Trigger Finger (Stenosing tenosynovitis) is an inflammatory condition that narrowing the retinacular sheath of the tendon, and therefor leads to an entrapment of the tendon at A1 pulley.


  • More common in women older than age 50.
  • Most common in ring and middle fingers.
  • The incidence of trigger digits is 2.2% in nondiabetic adults older than 30 years and up to 10% in patients with  insulin dependent diabetes mellitus.
  • Commonly associated with diabetes and inflammatory arthropathy.
  • May result from repetitive grasping activities.


  • The phenomenon of trigger finger is due to mechanical impingement of the digital flexor tendons as they pass through a narrowed retinacular pulley (A1 Pulley) at the level of the metacarpal head.
  • The most remarkable pathologic changes are seen in the pulley itself, which demonstrates gross hypertrophy, described as a “whitish, cicatricial collar-like thickening.”
  • A1 pulley and the corresponding surface of the flexor tendon undergo fibrocartilaginous metaplasia under the influence of repetitive, compressive loads.
  • Microscopic examination of A1 pulley demonstrates the following changes:
    1. Degeneration
    2. Cyst formation,
    3. Fiber splitting
    4. Lymphocytic or plasma cell infiltration.
    5. Presence of chondrocytes
    6. Presence of type III collagen


  • Every digit (except the thumb) has:
    • 5 annular pulleys (A1 to A5).
    • 3 cruciate pulleys (C1 to C3).
  • The Thumb has:
    • 2 annular pulley.
    • Oblique pulley .
  • A1 Pulley is where trigger finger occurs.
  • A2 and A4 are the most important pulleys to prevent flexor tendon bow-stringing.
See Also: Extensor compartments of the wrist

Classification of Trigger Finger

The Classification of Trigger Finger was proposed by Quinnell and modified by David Green in 1997.

Grade I (pre-triggering)Pain.
History of catching, but not demonstrable on physical examination; tenderness over the A1 pulley.
Grade II (active)Demonstrable catching, but the patient can actively extend the digit.
Grade III (passive)Grade IIIA: Demonstrable catching requiring passive extension.
Grade IIIB: inability to actively flex.
Grade IV (contracture)Demonstrable catching with a fixed flexion contracture of the PIP joint.
Green Classification of Trigger Finger – From Greens Operative Hand Surgery 7th ed.

See Also: Classification of Nerve Injuries

Clinical Evaluation

  • Pain / tenderness in the distal palm.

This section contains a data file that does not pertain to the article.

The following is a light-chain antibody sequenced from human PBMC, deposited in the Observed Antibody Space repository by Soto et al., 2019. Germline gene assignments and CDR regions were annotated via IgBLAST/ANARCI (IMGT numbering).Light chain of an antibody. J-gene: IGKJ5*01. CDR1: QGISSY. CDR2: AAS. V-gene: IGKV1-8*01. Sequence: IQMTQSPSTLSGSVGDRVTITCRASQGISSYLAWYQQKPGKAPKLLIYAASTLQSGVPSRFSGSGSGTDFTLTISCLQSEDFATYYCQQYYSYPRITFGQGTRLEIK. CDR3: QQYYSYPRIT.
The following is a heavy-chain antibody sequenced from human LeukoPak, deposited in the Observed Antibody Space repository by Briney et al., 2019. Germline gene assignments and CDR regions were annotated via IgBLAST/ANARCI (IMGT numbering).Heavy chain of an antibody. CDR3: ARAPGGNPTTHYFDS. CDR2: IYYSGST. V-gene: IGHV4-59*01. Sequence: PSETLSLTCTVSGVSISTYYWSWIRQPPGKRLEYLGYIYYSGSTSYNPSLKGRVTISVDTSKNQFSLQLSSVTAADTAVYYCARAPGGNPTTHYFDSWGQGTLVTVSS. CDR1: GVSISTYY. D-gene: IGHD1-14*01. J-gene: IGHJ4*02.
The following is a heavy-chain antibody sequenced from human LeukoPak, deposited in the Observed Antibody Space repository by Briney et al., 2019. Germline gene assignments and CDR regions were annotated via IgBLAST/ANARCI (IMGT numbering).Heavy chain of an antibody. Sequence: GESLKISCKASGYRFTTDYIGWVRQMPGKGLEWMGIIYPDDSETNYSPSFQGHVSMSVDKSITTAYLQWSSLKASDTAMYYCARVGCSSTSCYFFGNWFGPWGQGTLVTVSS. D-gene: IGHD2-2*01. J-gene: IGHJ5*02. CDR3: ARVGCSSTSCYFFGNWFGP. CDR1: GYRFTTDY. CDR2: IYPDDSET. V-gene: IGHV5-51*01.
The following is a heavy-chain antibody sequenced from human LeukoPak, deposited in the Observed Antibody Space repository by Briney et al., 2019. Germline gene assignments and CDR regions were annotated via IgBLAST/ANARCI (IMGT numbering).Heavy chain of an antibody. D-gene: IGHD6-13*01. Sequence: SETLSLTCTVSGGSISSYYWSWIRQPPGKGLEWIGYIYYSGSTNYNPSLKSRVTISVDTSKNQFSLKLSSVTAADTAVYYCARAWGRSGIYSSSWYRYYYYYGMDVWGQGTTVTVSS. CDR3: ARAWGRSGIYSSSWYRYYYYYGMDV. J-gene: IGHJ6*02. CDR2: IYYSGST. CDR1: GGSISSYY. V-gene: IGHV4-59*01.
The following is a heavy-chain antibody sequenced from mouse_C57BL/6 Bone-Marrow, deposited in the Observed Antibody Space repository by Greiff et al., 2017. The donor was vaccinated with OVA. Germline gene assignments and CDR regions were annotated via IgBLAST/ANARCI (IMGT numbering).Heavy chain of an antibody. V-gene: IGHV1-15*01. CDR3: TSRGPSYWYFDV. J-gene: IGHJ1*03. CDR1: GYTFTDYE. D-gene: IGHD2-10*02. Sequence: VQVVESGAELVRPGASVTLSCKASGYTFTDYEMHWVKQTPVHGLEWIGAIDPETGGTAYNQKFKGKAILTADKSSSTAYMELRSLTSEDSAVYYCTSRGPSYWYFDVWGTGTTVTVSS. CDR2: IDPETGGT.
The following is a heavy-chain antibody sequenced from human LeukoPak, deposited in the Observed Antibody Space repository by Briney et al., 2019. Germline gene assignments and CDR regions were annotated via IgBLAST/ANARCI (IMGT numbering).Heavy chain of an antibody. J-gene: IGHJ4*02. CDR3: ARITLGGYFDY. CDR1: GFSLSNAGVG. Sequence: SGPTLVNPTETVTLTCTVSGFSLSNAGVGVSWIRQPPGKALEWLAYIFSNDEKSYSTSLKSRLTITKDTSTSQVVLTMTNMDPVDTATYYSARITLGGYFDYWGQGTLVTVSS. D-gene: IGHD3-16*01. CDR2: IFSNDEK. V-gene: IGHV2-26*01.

• Progresses to mechanical catching/locking.
  • The finger may become in fixed flexion.
  • Patients often complain of referred pain at the dorsal MCP/PIP area.

Treatment of Trigger Finger

Non-Operative Treatment

Indicated as a first line of Trigger Finger treatment and includes:

  1. Splinting
  2. Activity modification
  4. Steroid injections:

Steroid injection is curative in about 60% of patients with trigger finger.

Diabetic patients generally less responsive to steroid injection.

Rarely, tendon ruptures have been reported after corticosteroid injection, so intratendinous injection should be avoided given the known attritional effects of corticosteroids on collagen.

See Also: Flexor Tendon Injury of the Hand

Operative Treatment

  • Indicated after failure of nonoperative management.
  • Surgical release of A1 pulley (open or percutaneous) with resection of ulnar FDS slip when necessary.

Congenital Trigger Thumb

Congenital Trigger Thumb is the most common cause of abnormal thumb posturing in flexion or extension.

  • The condition has a bilateral incidence of 25% to 33%
  • Pathologic specimens document more frequent thickening and synovial proliferative changes in the tendon itself rather than in the annular sheath.
  • Notta node is a pathologic nodular thickening in the tendon.
    • It can be palpated just proximal to the proximal border of the A1 pulley, confirming the diagnosis.


  • Congenital Trigger Thumb may initially be observed.
  • In case of observation failure, annular pulley release may be required between ages of 2 and 4 to prevent IP joint contracture.

Trigger Finger in Childhood

  • It’s usually caused by anatomic anomaly.
  • Children with storage diseases, such as Hurler syndrome, can acquire trigger finger and carpal tunnel syndrome as a result of abnormal collections of mucopolysaccharide within and around the flexor tendons.
  • A1 pulley release may not resolve triggering; additional A3 release or resection of ulnar FDS slip may be required.